September 12, 2020 • Life for Leaders
Scripture – Exodus 14:25b-29 (NRSV)
The Egyptians said, “Let us flee from the Israelites, for the Lord is fighting for them against Egypt.” Then the Lord said to Moses, “Stretch out your hand over the sea, so that the water may come back upon the Egyptians, upon their chariots and chariot drivers.” So Moses stretched out his hand over the sea, and at dawn the sea returned to its normal depth. As the Egyptians fled before it, the Lord tossed the Egyptians into the sea. The waters returned and covered the chariots and the chariot drivers, the entire army of Pharaoh that had followed them into the sea; not one of them remained. But the Israelites walked on dry ground through the sea, the waters forming a wall for them on their right and on their left.
You can read the whole story of the Israelites at the Red Sea in Exodus 14.
We have to reckon with the destruction caused by the complex interplay of divine intention and the desires of humans in the Exodus story. And we also have to reckon with something else: Jesus ultimately entered this story. He ultimately answered the violence of the way things happen in this world by submitting to it.
When I last wrote for Life for Leaders, we looked at the beginning of Moses’s story—his miraculous preservation as a baby. Now we are much further along in the story; Moses has been called to deliver the Israelites, the plagues have been sent, the Hebrew people have escaped, and the Egyptian army has been chasing them to the Red Sea.
As the Egyptian army catches up with the Israelites, the Israelites become afraid. They should have stayed in Egypt, they say (this is, incidentally, not the last time in the next forty years they will say that.) Moses reassures them. The Lord will deliver them:
But Moses said to the people, “Do not be afraid, stand firm, and see the deliverance that the Lord will accomplish for you today; for the Egyptians whom you see today you shall never see again. The Lord will fight for you, and you have only to keep still.” (Exodus 14:13-14).
And then one of the greatest miracles in the life of Moses occurs—which is saying something, given that this is the man who met God in a burning bush. The Lord tells Moses to hold up his staff and stretch it over the sea (Exodus 14:15) and the people will be able to cross over on dry ground. Moses does, and the water parts—it takes it all night to do it. The Israelites walk across. When the sun comes up the Egyptians see them and go in after them, but the Lord throws the Egyptian army into confusion and then closes the water over them. Not one escapes (Exodus 14:30).
People have often struggled with this story. God accomplishes a great deliverance for the Israelites, but here—and elsewhere in the story, as with the plagues—he does so at the cost of an awful lot of suffering and dead Egyptians. Perhaps we could see that judgment being enacted on Pharaoh, who actively fought against the Lord and would not let the Israelites leave, but should the whole army have been destroyed? Weren’t most of them simply following the orders of their leader?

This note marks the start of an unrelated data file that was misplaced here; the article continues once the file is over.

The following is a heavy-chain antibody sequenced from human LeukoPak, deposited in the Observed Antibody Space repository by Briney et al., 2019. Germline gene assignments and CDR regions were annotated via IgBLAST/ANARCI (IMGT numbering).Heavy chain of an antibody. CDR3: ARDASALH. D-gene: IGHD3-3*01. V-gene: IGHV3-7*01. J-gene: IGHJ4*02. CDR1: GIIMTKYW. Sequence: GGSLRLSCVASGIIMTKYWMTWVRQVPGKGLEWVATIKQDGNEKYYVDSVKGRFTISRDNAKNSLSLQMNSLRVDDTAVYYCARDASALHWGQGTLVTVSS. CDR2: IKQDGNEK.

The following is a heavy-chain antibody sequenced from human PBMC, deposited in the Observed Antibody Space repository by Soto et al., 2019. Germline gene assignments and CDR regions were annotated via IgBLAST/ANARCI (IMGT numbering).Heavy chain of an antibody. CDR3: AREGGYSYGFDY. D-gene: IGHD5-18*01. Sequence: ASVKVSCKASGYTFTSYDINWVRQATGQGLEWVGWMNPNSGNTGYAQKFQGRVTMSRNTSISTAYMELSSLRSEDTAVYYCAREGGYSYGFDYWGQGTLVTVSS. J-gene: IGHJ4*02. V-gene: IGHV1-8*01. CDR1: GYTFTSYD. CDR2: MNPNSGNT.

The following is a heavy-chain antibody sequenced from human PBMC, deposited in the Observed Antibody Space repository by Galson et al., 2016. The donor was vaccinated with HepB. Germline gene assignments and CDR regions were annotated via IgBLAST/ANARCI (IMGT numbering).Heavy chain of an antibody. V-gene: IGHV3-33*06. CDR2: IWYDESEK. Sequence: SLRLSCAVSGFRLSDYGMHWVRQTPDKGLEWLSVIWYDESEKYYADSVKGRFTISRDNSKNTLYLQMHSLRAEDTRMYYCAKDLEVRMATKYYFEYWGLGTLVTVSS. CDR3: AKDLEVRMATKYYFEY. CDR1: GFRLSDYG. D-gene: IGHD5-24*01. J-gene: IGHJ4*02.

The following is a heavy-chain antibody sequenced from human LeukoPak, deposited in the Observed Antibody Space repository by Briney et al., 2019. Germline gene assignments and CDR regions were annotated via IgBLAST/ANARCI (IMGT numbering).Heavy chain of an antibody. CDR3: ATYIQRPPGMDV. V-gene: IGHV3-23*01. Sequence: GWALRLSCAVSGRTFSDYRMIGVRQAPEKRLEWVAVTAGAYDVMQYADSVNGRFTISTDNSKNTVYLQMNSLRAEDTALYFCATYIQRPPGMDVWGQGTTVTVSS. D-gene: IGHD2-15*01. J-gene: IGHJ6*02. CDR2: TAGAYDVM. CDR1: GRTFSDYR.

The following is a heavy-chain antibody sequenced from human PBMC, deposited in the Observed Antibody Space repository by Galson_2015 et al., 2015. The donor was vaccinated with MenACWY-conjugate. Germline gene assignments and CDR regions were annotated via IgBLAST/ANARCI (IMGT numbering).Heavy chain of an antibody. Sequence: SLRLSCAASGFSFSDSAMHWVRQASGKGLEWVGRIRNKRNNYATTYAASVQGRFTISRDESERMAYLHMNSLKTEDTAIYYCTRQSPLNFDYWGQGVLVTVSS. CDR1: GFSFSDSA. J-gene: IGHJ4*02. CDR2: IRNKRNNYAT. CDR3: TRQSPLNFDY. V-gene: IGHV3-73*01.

In the early church, some interpreters got around this difficulty by interpreting the story allegorically. The Egyptians represent the presence of original sin in our life, they said: God destroys this sin through baptism, which is represented by the Red Sea. (This once prompted my husband to quip regarding certain besetting sins that trouble us: “Why is it always the same Egyptians?”)
Without negating that interpretation, I want to go beyond it. If we believe—as I do—that this story really happened, then we have to reckon with the destruction caused by the complex interplay of divine intention and the sinful though well-intentioned desires of humans in the Exodus narrative.
And we also have to reckon with something else, which we’ll discuss more tomorrow: Jesus ultimately entered this story. He ultimately answered the violence of the way things happen in this world by submitting to it. He ultimately became, not Moses or Pharaoh or anyone else with power in this story, but the Passover lamb whose blood was upon the doorpost. His blood saves us. He said so himself.
What were your thoughts about this story before reading this devotional? Have they changed?
How do you react to the miraculous delivery of the Israelites? How do you react to the death of the Egyptians?
What does this mean for your own life?
Listen to a recording of the song “Mary, Don’t You Weep” which refers to this story (perhaps this one) and ponder its meaning in your own life.
Lord Jesus, we thank you for saving us from sin. But even more, we thank you for how you saved us—by becoming one of us, by entering into the violence and sorrow of this world and triumphing over it. Amen.
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Find all Life for Leaders devotions here. Explore what the Bible has to say about work at the unique website of our partners, the Theology of Work Project. Commentary on today’s Life for Leaders theme can be found here: Welcoming Overcomes Quarrels over Differing Opinions (Romans 14:1–23)
Jennifer Woodruff Tait (PhD, Duke University) is the editor of and frequent contributor to Life for Leaders. She is also the managing editor of Christian History magazine and web editor for the Theology of Work Project. She is a priest in the Episcopal Church and an adjunct faculty member at Asbury Theological Seminary. She has written a book of poetry, Histories of Us. Jennifer lives in Berea, Kentucky, with her husband, Edwin, and their two daughters.
Click here to view Jennifer’s profile.